BRITISH COLUMBIA

Thetis Lake, Similkameen River Drownings Raise Safety Questions

07/22/2013 11:26 EDT | Updated 09/21/2013 05:12 EDT
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VANCOUVER - A run of hot weather across British Columbia may be partly to blame for a spike in drownings in the province this summer, but the past weekend was especially deadly.

Two men drowned in separate incidents on Saturday, and a third man remains in critical condition in hospital after being pulled unconscious from a Metro Vancouver lake on Sunday.

The Lifesaving Society of BC and Yukon said there have been 44 drownings in B.C. this year, compared to 30 in the same time last year. Forty of the victims were male, and a majority were between 18 and 24 years old.

UPDATE: A 24-year-old man who needed CPR after swimming in Sasamat Lake on Sunday afternoon has died, Global News reports.

Dale Miller, the society's executive director, said while drowning victims are typically male, it is unusual to see them in such high numbers this year. He also said many of the youth died after engaging in dangerous activities such as cliff diving.

"That's unfortunately the invincibility of youth and people just doing some things that are beyond their limits," he said in an interview Monday. "When they find out it's beyond their limits, it's too late."

In the latest occurrence, a 24-year-old man needed CPR on the beach after being rescued from Sasamat Lake in Port Moody on Sunday afternoon.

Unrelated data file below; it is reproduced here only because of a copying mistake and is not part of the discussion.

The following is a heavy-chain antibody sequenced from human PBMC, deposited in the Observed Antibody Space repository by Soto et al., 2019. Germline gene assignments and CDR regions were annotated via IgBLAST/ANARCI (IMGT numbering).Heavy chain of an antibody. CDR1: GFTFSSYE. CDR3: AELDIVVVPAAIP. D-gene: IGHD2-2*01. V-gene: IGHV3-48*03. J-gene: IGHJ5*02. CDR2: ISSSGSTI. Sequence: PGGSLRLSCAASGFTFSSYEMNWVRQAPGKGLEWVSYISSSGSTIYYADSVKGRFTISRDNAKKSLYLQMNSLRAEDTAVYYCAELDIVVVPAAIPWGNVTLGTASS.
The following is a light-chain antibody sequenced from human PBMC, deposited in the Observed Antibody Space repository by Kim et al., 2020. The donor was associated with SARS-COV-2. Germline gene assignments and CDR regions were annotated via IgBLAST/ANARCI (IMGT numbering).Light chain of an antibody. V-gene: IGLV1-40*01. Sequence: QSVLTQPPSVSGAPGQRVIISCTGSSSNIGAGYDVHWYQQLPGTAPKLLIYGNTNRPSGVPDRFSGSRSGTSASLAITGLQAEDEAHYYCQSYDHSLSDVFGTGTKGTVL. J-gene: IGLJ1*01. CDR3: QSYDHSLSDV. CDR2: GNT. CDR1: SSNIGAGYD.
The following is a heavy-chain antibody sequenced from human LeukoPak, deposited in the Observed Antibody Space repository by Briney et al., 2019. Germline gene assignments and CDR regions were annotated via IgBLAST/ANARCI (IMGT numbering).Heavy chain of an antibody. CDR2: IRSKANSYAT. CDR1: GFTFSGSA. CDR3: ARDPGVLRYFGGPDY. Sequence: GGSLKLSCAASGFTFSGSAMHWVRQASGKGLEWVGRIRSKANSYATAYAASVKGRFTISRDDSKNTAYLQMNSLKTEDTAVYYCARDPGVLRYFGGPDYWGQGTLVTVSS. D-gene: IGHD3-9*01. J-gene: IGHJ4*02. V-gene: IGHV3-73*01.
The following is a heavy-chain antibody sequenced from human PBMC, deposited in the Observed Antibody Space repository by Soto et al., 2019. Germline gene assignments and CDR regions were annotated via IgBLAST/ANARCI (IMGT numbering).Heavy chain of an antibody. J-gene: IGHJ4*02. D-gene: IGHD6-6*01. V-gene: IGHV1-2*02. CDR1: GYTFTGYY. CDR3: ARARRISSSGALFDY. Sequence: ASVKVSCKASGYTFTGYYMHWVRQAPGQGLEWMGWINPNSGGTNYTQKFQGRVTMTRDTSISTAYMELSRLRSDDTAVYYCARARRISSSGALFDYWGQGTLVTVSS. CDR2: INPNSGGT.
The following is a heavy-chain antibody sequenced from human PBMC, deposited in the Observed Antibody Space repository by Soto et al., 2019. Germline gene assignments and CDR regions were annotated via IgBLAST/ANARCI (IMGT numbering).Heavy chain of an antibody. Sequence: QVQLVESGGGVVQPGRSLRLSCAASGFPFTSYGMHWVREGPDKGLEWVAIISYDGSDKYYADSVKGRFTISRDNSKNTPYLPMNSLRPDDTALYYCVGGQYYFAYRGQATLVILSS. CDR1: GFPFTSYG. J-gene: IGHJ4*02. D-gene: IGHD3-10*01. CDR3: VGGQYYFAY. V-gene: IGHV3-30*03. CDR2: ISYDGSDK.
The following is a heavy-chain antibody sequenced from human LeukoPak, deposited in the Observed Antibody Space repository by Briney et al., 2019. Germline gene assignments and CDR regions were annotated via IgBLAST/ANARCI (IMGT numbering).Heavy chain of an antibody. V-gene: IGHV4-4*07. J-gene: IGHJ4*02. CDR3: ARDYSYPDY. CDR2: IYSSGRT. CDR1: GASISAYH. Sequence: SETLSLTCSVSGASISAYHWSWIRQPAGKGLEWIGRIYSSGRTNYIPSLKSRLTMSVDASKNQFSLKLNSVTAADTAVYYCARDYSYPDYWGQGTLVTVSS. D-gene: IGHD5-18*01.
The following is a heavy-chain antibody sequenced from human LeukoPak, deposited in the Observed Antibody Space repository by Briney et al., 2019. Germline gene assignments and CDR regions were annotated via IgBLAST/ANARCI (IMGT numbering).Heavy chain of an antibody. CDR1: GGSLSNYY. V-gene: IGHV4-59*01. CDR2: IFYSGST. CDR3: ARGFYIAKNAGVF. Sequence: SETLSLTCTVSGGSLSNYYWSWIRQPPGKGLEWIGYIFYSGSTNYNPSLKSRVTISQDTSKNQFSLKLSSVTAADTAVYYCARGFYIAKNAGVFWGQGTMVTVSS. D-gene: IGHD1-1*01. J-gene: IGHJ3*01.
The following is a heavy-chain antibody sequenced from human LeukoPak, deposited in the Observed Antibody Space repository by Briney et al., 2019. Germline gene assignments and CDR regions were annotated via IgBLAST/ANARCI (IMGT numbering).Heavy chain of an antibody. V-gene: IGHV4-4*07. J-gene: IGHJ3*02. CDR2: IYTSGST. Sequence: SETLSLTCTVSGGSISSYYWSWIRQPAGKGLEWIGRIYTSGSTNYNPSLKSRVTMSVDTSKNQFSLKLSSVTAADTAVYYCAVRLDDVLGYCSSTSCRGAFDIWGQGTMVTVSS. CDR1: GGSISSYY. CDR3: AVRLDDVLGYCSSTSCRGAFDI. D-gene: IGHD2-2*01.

Port Moody deputy fire chief Gord Parker said his crews always see more waterside rescues and other outdoor accidents as residents try to escape soaring temperatures by spending the day at the beach.

On Saturday, a 19-year-old man drowned in the Similkameen River in the south Okanagan after falling from his raft and being swept away by strong currents.

A second man died Saturday in Thetis Lake, about 10 kilometres northwest of Victoria.

Miller said it's important for people to always have life jackets on hand, even if they don't intend to go into the water.

"Those who drown typically do not ever intend to go into the water — they figured they would step from the dock into the boat, and later from the boat into the dock and that would be it," he said. "But when water conditions are rough, or weather conditions change, that's when the incidents will occur and we'll see the drownings occur as well."

Miller said he expects the hot, sunny weather to stay for the remainder of the summer. Noting that this week is National Drowning Prevention Week, he advised people who intend to participate in group water activities to take basic first aid. He also encouraged adults to keep a close eye on children.

"We're talking vigilant supervision, not while reading or texting," he said. "For children, we need really active supervision." (The Canadian Press, CKNW)

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